Those who follow events in China will have noted recent reports of the intimidation, detention, abduction and torture of well-known Chinese activists, especially lawyers. While I would like to add my voice to those condemning this string of incidents, I would also like to sound a note of caution against focusing exclusively on the plight, or occasional successes, of the handful of well-known activist lawyers. This fails to give credit to the accomplishments of the many less prominent lawyers or shed light on the larger picture of what is going on in the world's most populous nation.
In a recent article in Foreign Policy, Jerome Cohen, a noted scholar of Chinese law for whom I have tremendous respect, claimed that "[i]t's open season on... those unwise enough to become involved in human rights, criminal justice, and controversial public-interest cases." In another article in the South China Morning Post, Cohen is quoted as saying that: "'[t]hese people are the only source of legal resistance... [i]t's a small group, and if you can disable them, people can't defend their rights.'" Similarly, the China Human Rights Lawyers Concern Group concentrates on a small list of lawyers and Amnesty International recently published a report that seems to base its conclusions on the experiences of 39 prominent lawyers [a third of whom overlap with the watch list compiled by the China Human Rights Group]. While I admire these efforts and appreciate the need for the careful monitoring of prominent lawyers, one simply cannot draw a reasonable assessment of the entire Chinese politico-legal system based on the experiences of such a small group.
The number of lawyers that are involved in criminal justice and other kinds of legal resistance against the Chinese state is actually considerable. Based on a 2007 survey, I estimate that, in any of the last few years, about 60% of China's 200,000 lawyers would have represented a criminal defendant in at least one of hundreds of thousands of cases. Additionally, around 25% of lawyers will have helped sue the state in at least one of tens of thousands of cases. While not all of these cases dramatically challenge the Chinese government, suits against the state commonly address forcible evictions, the expropriation of homes and farms, and the tactics of overzealous police, hardly uncontroversial subjects.
Not every lawyer or every case can make headlines, but focusing too much on those that do provides a biased picture and does not give sufficient credit to tens of thousands of Chinese lawyers. Many of these can only afford to take "rights defense" cases in between routine divorce and contract cases that pay the bills and feed their families. They may take fewer risks and stay out of the media, but this does not make their contributions irrelevant. In fact, the strategy of keeping a low profile sometimes makes them more effective than their more controversial counterparts, and their far greater numbers means that their overall impact may be much more substantial.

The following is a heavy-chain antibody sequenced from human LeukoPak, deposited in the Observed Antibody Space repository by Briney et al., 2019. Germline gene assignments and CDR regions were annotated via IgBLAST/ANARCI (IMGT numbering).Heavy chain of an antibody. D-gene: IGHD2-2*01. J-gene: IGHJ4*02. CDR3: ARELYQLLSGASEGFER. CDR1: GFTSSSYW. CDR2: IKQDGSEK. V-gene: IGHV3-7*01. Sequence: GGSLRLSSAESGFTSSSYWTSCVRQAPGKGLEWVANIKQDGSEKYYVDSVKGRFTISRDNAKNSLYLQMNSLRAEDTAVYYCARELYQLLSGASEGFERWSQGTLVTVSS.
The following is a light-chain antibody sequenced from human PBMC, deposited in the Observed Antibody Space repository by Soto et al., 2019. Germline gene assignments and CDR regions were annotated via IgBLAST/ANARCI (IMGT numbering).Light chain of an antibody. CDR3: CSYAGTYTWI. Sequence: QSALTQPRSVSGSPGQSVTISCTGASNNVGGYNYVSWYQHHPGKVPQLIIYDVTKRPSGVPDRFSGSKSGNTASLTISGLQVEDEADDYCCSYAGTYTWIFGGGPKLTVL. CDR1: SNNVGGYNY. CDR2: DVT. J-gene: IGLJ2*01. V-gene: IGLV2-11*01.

Furthermore, the international publicity achieved by a small number of Chinese lawyers may be a major reason that the government has targeted them. This not only means that looking at such lawyers is selecting on the dependent variable, but calls into question the prudence of publicizing the activities of these lawyers without protecting their anonymity.
Looking at this bigger picture I see three possible assessments of this string of detentions and intimidation:
One, the arrests and "disappearances" of a small number of well-known lawyers have frightened the majority of Chinese lawyers into submission. Or, perhaps these tactics are actually being used against a much more significant percentage of Chinese lawyers but this is largely unreported. I, however, saw little evidence of this in interviews with over a hundred and fifty Chinese lawyers over the course of 2010 and the beginning of 2011.
Two, the courageous efforts of the handful of prominent lawyers who have suffered at the hands of the authorities have pushed the envelope of what is permissible, allowing their lesser-known counterparts greater freedoms. An optimistic reading of this assessment might even suggest that the government's extreme reaction is a response to, and proof that, lawyers are having a real impact in thwarting the will of the state.
Three, the horrendous and inexcusable plight of the handful of Chinese lawyers whose abuse has been reported is largely irrelevant to, and tells us little about, the everyday work of most Chinese lawyers and their interactions with the justice system.
We must remember that for every Chinese lawyer whose abduction or detention is reported, thousands of lawyers are challenging the state in myriad unreported ways. The fate of China may depend more on the thousands of lawyers and activists who stay out of the headlines than the few that make them.